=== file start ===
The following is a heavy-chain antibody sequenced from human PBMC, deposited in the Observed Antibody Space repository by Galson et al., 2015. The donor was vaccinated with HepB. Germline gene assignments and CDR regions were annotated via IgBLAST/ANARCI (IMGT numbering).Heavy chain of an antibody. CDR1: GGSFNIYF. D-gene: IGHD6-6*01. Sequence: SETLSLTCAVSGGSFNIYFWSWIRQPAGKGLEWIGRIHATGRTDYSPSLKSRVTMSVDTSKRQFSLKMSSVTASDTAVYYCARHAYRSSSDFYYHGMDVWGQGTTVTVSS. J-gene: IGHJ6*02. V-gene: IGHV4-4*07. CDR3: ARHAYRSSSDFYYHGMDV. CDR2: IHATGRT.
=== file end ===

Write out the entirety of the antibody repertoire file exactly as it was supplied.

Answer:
The following is a heavy-chain antibody sequenced from human PBMC, deposited in the Observed Antibody Space repository by Galson et al., 2015. The donor was vaccinated with HepB. Germline gene assignments and CDR regions were annotated via IgBLAST/ANARCI (IMGT numbering).Heavy chain of an antibody. CDR1: GGSFNIYF. D-gene: IGHD6-6*01. Sequence: SETLSLTCAVSGGSFNIYFWSWIRQPAGKGLEWIGRIHATGRTDYSPSLKSRVTMSVDTSKRQFSLKMSSVTASDTAVYYCARHAYRSSSDFYYHGMDVWGQGTTVTVSS. J-gene: IGHJ6*02. V-gene: IGHV4-4*07. CDR3: ARHAYRSSSDFYYHGMDV. CDR2: IHATGRT.